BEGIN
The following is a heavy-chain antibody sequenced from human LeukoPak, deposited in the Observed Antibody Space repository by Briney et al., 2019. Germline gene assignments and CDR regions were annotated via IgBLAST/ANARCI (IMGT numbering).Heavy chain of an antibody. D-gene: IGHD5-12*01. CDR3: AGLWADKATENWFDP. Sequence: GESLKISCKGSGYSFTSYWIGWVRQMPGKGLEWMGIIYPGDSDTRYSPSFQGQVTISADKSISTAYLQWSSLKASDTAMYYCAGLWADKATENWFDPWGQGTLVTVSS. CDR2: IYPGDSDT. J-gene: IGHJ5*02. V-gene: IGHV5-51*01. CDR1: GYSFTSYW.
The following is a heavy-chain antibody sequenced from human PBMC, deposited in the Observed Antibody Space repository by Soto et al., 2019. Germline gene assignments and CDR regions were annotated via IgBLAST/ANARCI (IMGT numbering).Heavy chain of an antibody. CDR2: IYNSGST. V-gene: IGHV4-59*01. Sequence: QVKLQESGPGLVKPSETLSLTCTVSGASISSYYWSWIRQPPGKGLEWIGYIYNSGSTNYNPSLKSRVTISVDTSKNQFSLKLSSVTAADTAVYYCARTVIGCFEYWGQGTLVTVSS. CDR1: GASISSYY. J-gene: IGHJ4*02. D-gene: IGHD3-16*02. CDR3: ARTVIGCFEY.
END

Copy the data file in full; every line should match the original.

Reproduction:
The following is a heavy-chain antibody sequenced from human LeukoPak, deposited in the Observed Antibody Space repository by Briney et al., 2019. Germline gene assignments and CDR regions were annotated via IgBLAST/ANARCI (IMGT numbering).Heavy chain of an antibody. D-gene: IGHD5-12*01. CDR3: AGLWADKATENWFDP. Sequence: GESLKISCKGSGYSFTSYWIGWVRQMPGKGLEWMGIIYPGDSDTRYSPSFQGQVTISADKSISTAYLQWSSLKASDTAMYYCAGLWADKATENWFDPWGQGTLVTVSS. CDR2: IYPGDSDT. J-gene: IGHJ5*02. V-gene: IGHV5-51*01. CDR1: GYSFTSYW.
The following is a heavy-chain antibody sequenced from human PBMC, deposited in the Observed Antibody Space repository by Soto et al., 2019. Germline gene assignments and CDR regions were annotated via IgBLAST/ANARCI (IMGT numbering).Heavy chain of an antibody. CDR2: IYNSGST. V-gene: IGHV4-59*01. Sequence: QVKLQESGPGLVKPSETLSLTCTVSGASISSYYWSWIRQPPGKGLEWIGYIYNSGSTNYNPSLKSRVTISVDTSKNQFSLKLSSVTAADTAVYYCARTVIGCFEYWGQGTLVTVSS. CDR1: GASISSYY. J-gene: IGHJ4*02. D-gene: IGHD3-16*02. CDR3: ARTVIGCFEY.